Statistical analysis

Statistical analysis of the data in this study was performed using the statistical software SPSS 21.0 (IBM Corp., Armonk, NY, USA). Measurement data were expressed as mean ± standard deviation. First, a test of normality and homogeneity of variance was performed. Data between two groups obeying normal distribution and homogeneous variance were compared employing t-tests, and comparisons between multiple groups were conducted using one-way analysis of variance (ANOVA), followed by Tukey’s post hoc test. Comparisons among multiple groups at different time points were carried out using repeated measures ANOVA, followed by Tukey’s post hoc test. The Kaplan–Meier method was applied to calculate the patients’ survival curve, and log-rank was used for univariate analysis of survival rates between groups. Survival time was expressed as a median (75% quantile). Factors affecting the prognosis obtained from the univariate analysis were introduced into a COX proportional hazard model for multivariate analysis, followed by observation of these factors. p < 0.05 indicated that the difference was statistically significant.

Results

Univariate and multivariate analyses

There were 477 patients enrolled in this study, one third of whom received treatment with YFJP. Baseline characteristics of the patients are shown in Table 1. Clinical data analysis displayed that drinking alcohol (adjusted HR = 1.53, 95%CI 0.76–1.59, p = 0.009), baseline PVTT (adjusted HR = 1.45, 95%CI 1.08–1.95, p = 0.011), AFP ≥ 400 ng/l (adjusted HR = 1.77, 95%CI 1.55–2.02, p = 0.003), total bilirubin level (TBIL) ≥ 18.8 μM (adjusted HR = 1.41, 95%CI 1.01–1.96, p = 0.042) were independent risk factors for poor prognosis, while red blood cell (RBC) density ≥ 4 × 109/l (adjusted HR = 0.63, 95%CI 0.42–0.93, p = 0.023) and TCM treatment (adjusted HR = 0.48, 95%CI 0.38–0.60, p < 0.001) were independent protective factors for more favorable prognosis (Table 2).

Table 1 Patients’ baseline characteristics between the YFJP group and the non-YFJP group
Table 2 Univariate and multivariate analyses of variables influencing survival of 477 patients with HCC

Survival analysis

The survival curves of HCC patients in the YFJP and non-YFJP groups are shown in Fig. 1. The analyses revealed that the 5-year cumulative survival rate in the YFJP group was significantly higher than those in the non-YFJP group (survival time of the YFJP group: 23.20 (53.65) vs. the non-YFJP group: 16.69 (38.55); p < 0.0001).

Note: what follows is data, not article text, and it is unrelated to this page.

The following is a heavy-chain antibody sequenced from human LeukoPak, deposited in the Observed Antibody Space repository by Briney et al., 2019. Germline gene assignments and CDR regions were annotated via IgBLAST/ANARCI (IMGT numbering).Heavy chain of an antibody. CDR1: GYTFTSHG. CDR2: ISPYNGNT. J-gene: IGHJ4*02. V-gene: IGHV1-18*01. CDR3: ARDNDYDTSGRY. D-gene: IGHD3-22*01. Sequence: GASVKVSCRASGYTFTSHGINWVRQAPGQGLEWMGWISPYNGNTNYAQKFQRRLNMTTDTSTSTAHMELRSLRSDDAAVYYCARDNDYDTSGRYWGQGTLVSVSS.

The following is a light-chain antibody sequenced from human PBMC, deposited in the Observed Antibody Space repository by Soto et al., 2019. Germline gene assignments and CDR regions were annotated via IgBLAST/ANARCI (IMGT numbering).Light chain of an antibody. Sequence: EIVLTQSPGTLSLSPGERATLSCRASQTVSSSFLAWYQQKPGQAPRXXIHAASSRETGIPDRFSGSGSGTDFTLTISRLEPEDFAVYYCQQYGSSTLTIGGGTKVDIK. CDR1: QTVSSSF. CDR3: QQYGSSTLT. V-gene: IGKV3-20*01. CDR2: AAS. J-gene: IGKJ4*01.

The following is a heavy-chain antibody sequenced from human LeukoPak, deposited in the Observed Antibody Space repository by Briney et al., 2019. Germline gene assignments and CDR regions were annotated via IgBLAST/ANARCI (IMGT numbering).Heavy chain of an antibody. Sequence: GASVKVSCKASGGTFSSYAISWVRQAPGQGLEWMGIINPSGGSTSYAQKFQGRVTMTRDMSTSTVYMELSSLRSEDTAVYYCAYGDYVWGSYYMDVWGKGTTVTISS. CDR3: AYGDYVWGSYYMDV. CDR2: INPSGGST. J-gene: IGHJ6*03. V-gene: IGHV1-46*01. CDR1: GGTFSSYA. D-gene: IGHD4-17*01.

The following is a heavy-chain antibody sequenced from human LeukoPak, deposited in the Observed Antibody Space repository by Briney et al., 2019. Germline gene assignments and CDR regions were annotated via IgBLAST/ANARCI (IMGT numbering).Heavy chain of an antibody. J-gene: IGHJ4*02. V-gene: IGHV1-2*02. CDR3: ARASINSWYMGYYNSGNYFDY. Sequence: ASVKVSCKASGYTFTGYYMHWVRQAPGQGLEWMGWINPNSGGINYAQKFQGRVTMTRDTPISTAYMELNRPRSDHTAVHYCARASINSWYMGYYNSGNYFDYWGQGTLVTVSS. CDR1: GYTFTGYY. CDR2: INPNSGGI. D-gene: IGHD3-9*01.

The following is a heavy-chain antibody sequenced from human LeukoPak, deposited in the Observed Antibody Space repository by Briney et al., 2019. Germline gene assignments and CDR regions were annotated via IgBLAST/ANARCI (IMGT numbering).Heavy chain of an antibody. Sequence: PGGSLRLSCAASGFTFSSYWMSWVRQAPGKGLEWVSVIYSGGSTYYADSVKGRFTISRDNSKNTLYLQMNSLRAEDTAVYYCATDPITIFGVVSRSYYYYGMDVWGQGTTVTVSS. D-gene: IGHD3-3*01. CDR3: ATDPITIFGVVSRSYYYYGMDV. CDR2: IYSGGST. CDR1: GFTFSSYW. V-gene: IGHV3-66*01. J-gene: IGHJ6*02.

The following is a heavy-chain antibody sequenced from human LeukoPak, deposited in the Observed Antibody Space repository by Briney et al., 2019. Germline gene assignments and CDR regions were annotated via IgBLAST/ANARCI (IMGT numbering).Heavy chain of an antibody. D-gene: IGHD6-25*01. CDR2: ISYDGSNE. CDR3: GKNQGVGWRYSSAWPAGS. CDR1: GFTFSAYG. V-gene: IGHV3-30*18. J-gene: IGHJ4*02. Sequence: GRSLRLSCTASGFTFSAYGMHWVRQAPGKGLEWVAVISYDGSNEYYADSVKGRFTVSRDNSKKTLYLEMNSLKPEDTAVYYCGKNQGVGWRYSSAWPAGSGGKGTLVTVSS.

Fig. 1
figure1

Kaplan–Meier analysis. Kaplan–Meier analysis for the 5-year cumulative survival rate between patients in the YFJP group (n = 159) and non-YFJP group (n = 318)

YFJP identification and content determination

Main components of YFJP were identified and analyzed by HPLC analysis with UV detection (Additional file 2: Figure S1). By comparing the retention time of the standard control compound, two known ingredients in YFJP were identified. The relative contents of isoflavone glucoside and paeonol in YFJP were 31.84% and 40.55%, respectively.

HCC-related target network

The association information among 487 HCC-related genes was obtained from the PPI. A gene–gene interaction network was then constructed. The network had a total of 451 nodes (36 target genes were not present in “Homo sapiens” and thus were deleted) and 15,829 edges (Fig. 2). A total of ten red nodes (TP53, AKT1, GAPDH, MYC, EGFR, VEGFA, STAT3, IL-6, ALB, and CCND1) had high degree values, and each node had a relatively large number of edges (329 for TP53, 308 for AKT1, 308 for GAPDH, 281 for MYC, and 270 for EGFR, 265 for VEGFA, 250 for STAT3, 250 for IL-6, 239 for ALB, and 238 for CCND1). The above results suggest that the above ten genes may be key genes for HCC occurrence.

Fig. 2
figure2

The HCC-related target network

Cluster analysis for HCC-related targets

Cluster analysis was performed on the HCC-related target network, and a total of 11 topological modules were obtained (Additional file 1: Table S2, Fig. 3). They were: Cluster 1: score = 72.039, Nodes = 104, Edges = 3710 (Fig. 3a); Cluster 2: score = 24.42, Nodes = 82, Edges = 989 (Fig. 3b); Cluster 3: score = 6, Nodes = 6, Edges = 15 (Fig. 3c); Cluster 4: score = 5.455, Nodes = 12, Edges = 30 (Fig. 3d); Cluster 5: score = 5.448, Nodes = 30, Edges = 79 (Fig. 3e); Cluster 6: score = 5.348, Nodes = 47, Edges = 123 (Fig. 3f); Cluster 7: score = 4.333, Nodes = 7, Edges = 13 (Fig. 3g); Cluster 8: score = 3.333, Nodes = 4, Edges = 5 (Fig. 3h); Cluster 9: score = 3.333, Nodes = 4, Edges = 5 (Fig. 3i); Cluster 10: score = 3, Nodes = 3, Edges = 3 (Fig. 3j); Cluster 11: score = 3, Nodes = 3, Edges = 3 (Fig. 3k). KEGG analysis was performed on each Cluster, and the results are illustrated in Fig. 4. There were 106 types of signal pathways with significant difference (p < 0.05) in Cluster 1, 85 types in Cluster 2, 23 types in Cluster 3, 7 types in Cluster 5, 19 types in Cluster 6, 8 types in Cluster 7, 1 type in Cluster 8, and 2 types in Cluster 9.

Fig. 3
figure3

Cluster analysis for HCC-related targets

Fig. 4
figure4

The network for KEGG enrichment analysis

YFJP-TCM-compound-target network and cluster analysis

The YFJP-TCM-compound-target network consisted of 540 nodes and 7577 edges (Fig. 5a), which included 1 TCM formula, eight Chinese medicines, 120 compounds, and 411 targets. In this network, many targets can be regulated by multiple compounds at the same time (inner nodes, such as PTGS2, PTGS1, NCOA2, SCN5A, RXRA, PRSS1, ADRB2, PPARG, GABRA1, AR, DPP4, ESR1, CHRM1, ADRA1B and PGR, etc.), but there were 204 targets which can only be regulated by one compound (outer node, such as HRH1, HPSE, IER3IP1, CD44, MDM2, PCNA, CASP7, MCL1, PTGES, NUF2, ADCY2, TYMS, NT5C2, ADK, and IMPDH1). For example, PTGS2 is regulated by all components of TCMs except Ophiopogon japonicus (Thunb.) Ker Gawl., and ESR1 is regulated by all compounds in TCMs except Glehnia littoralis F.Schmidt ex Miq. and Atractylis macrocephala (Koidz.) Hand.-Mazz. The aforementioned results suggest that the compounds in YFJP may act synergistically on these targets, thus exerting pharmacological effects to inhibit HCC. In addition, the multi-component, multi-target, and multi-disease treatment characteristics of TCM prescriptions are also implied.